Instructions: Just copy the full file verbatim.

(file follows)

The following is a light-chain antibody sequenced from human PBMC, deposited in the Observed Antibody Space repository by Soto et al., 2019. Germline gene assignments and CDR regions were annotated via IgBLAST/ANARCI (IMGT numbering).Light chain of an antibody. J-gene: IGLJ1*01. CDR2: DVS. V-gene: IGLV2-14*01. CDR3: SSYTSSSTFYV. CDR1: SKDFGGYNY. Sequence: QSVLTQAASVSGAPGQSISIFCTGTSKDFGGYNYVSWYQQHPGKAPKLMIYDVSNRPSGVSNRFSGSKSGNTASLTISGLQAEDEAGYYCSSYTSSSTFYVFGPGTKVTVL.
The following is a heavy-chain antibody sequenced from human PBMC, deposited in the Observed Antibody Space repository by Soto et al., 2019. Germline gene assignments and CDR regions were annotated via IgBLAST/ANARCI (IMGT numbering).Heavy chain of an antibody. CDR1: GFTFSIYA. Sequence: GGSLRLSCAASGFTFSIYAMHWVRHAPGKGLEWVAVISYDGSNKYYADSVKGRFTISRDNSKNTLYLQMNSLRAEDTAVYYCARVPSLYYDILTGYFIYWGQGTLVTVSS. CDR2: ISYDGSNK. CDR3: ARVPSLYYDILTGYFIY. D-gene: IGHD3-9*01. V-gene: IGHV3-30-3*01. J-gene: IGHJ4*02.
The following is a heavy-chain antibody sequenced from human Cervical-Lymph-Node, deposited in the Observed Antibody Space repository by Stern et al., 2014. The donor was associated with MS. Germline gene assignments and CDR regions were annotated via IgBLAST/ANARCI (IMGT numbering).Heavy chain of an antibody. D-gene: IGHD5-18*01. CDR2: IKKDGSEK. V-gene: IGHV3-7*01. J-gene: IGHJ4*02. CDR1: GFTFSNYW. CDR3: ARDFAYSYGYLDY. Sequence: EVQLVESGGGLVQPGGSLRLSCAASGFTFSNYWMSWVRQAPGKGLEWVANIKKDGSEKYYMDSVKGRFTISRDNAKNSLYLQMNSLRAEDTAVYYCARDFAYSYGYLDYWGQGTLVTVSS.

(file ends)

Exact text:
The following is a light-chain antibody sequenced from human PBMC, deposited in the Observed Antibody Space repository by Soto et al., 2019. Germline gene assignments and CDR regions were annotated via IgBLAST/ANARCI (IMGT numbering).Light chain of an antibody. J-gene: IGLJ1*01. CDR2: DVS. V-gene: IGLV2-14*01. CDR3: SSYTSSSTFYV. CDR1: SKDFGGYNY. Sequence: QSVLTQAASVSGAPGQSISIFCTGTSKDFGGYNYVSWYQQHPGKAPKLMIYDVSNRPSGVSNRFSGSKSGNTASLTISGLQAEDEAGYYCSSYTSSSTFYVFGPGTKVTVL.
The following is a heavy-chain antibody sequenced from human PBMC, deposited in the Observed Antibody Space repository by Soto et al., 2019. Germline gene assignments and CDR regions were annotated via IgBLAST/ANARCI (IMGT numbering).Heavy chain of an antibody. CDR1: GFTFSIYA. Sequence: GGSLRLSCAASGFTFSIYAMHWVRHAPGKGLEWVAVISYDGSNKYYADSVKGRFTISRDNSKNTLYLQMNSLRAEDTAVYYCARVPSLYYDILTGYFIYWGQGTLVTVSS. CDR2: ISYDGSNK. CDR3: ARVPSLYYDILTGYFIY. D-gene: IGHD3-9*01. V-gene: IGHV3-30-3*01. J-gene: IGHJ4*02.
The following is a heavy-chain antibody sequenced from human Cervical-Lymph-Node, deposited in the Observed Antibody Space repository by Stern et al., 2014. The donor was associated with MS. Germline gene assignments and CDR regions were annotated via IgBLAST/ANARCI (IMGT numbering).Heavy chain of an antibody. D-gene: IGHD5-18*01. CDR2: IKKDGSEK. V-gene: IGHV3-7*01. J-gene: IGHJ4*02. CDR1: GFTFSNYW. CDR3: ARDFAYSYGYLDY. Sequence: EVQLVESGGGLVQPGGSLRLSCAASGFTFSNYWMSWVRQAPGKGLEWVANIKKDGSEKYYMDSVKGRFTISRDNAKNSLYLQMNSLRAEDTAVYYCARDFAYSYGYLDYWGQGTLVTVSS.